And no one told me when to run… that’s for damn sure.
New Year’s came and went without me writing a blog post. I was preoccupied with other things at the time, as detailed to some extent in my last couple of entries bookending my computer headaches. But I did make some observations that I think are still worth mentioning, as both the year and the decade rolled over and restarted.
I’m well aware, of course, that both our calendar year and the decades into which we assemble them are completely arbitrary human constructs, and that there’s nothing metaphysically significant about the transition from one random chronological marker to another, despite all the cultural baggage we attach to them. Nevertheless, one of the central components of human consciousness is our capability for pattern recognition, and the end of the first decade of the twenty-first century definitely displayed some patterns that are, at the very least, psychologically meaningful.
To put it all in a nutshell… this past decade sucked. Big time.
Politically, culturally, even environmentally — by pretty much whatever criteria you care to measure, in fact — this was just a godawful ten years.
This has, of course, been widely noted. Almost everyone was glad to put it behind us. As columnist Mark Morford put it in his inimitably effervescent style,
[It was] the end of the Aughts, the Zeros, the Zips, and everything they contained, hurled, dragged us down into like a Goliath tarantula drags down an unsuspecting sparrow. …
Let us just say it outright: Good riddance to the Zeros… It was easily one of the worst periods in recent American history, upwards of 3600 days drenched in fear and ignorance and bitter divisiveness, nipples and anthrax and macho shock n’ awe, economic implosions and endless conservative puling about God and gays and terrorism.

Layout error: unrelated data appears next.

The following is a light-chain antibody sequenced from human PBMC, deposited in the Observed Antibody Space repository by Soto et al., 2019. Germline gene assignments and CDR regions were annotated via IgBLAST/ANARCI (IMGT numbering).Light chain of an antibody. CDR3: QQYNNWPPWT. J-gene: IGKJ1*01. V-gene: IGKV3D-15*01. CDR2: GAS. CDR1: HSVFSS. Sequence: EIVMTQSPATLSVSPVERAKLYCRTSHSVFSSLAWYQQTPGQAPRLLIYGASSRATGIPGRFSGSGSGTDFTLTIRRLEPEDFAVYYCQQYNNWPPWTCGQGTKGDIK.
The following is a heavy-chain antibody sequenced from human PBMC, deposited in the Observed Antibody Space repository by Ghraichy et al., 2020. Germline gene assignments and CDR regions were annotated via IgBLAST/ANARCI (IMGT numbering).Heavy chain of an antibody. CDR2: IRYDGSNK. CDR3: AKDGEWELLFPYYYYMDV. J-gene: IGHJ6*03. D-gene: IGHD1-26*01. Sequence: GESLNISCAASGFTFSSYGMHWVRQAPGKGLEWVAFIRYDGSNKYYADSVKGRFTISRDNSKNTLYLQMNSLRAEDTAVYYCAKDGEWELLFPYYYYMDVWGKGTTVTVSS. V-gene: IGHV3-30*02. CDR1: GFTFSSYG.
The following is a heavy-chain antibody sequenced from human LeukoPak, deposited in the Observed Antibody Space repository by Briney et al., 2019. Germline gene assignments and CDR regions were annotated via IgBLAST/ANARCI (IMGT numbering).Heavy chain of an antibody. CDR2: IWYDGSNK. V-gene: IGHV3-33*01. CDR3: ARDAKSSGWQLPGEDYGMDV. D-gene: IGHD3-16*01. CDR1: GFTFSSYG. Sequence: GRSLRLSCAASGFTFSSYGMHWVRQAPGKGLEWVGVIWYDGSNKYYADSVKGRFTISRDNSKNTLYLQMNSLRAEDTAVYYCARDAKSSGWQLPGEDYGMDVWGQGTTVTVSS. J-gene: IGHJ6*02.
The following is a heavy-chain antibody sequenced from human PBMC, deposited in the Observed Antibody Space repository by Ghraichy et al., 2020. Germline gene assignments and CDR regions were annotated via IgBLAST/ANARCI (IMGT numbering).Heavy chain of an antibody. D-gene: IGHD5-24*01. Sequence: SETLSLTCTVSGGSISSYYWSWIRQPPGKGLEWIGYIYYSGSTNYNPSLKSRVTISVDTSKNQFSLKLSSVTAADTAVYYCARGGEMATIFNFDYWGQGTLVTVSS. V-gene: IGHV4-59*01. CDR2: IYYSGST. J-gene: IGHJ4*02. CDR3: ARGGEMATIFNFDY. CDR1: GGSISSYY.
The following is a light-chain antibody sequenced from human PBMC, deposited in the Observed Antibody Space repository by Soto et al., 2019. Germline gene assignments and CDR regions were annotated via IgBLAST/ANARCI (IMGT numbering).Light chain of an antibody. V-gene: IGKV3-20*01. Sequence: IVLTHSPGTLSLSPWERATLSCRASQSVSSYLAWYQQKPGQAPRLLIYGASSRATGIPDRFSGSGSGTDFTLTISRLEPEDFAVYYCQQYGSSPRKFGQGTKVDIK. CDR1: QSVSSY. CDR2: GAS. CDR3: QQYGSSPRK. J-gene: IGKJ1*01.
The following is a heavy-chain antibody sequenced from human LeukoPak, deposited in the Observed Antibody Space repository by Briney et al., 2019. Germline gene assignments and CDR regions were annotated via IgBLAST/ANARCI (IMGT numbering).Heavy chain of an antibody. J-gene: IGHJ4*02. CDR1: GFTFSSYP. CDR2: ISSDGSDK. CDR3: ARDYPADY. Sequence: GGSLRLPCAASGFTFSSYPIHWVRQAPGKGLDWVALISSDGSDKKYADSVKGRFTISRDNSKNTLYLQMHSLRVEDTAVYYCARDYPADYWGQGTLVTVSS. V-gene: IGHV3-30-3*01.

We began the decade at the tail end of the Clinton years (for both good and ill, but that’s another topic), the tail end of the Internet boom, the tail end of what was once optimistically called a “peace dividend.” Within three months the boom had collapsed and the stock market was in a tailspin… and it remained essentially flat (some ups and downs notwithstanding) through the entire decade. Within a year arguably the worst, the most singularly inept, incompetent, arrogant, corrupt, and downright moronic, presidential administration in U.S. history had been installed by the auspices of an unsigned Supreme Court decision over the express will of the majority of American voters. Within ten months after that our largest symbols of capitalist and military hegemony had been attacked by a loose-knit band of Saudis armed with box-cutters and airplanes, and the Bush regime responded not with reason and prudence but with hysteria and a long series of opportunistic and unconstitutional abuses of power, including most prominently a completely unnecessary and hideously costly invasion of a country completely uninvolved in the attack. Along the way we got saddled with regressive social policies and even more regressive tax cuts, all aided and abetted by a mass media that deliberately, insistently debased public discourse in every way imaginable, and by the time the Bush years staggered to an end we were suffering the deepest economic contraction in three generations, exacerbated by the steepest public debt in American history.
Meanwhile the problems that any responsible government could and should have attended to were neglected. Our ice caps melted and climate shifted and storms and floods and droughts accelerated at a pace even worse than the most cynical scientific prognosticators had warned. America’s health insurance companies inflated premiums and rescinded coverage at rates beyond the expectations of the their worst critics. Our industries were outsourced to the developing world, most notably China, to a completely unprecedented degree. Gay rights became not so much the next front for civil liberties progress as a club for reactionary theocrats to swing around. And lest this needs to be underscored, real people suffered and died as a result of all these trends, people who could and should have continued to lead normal, productive lives.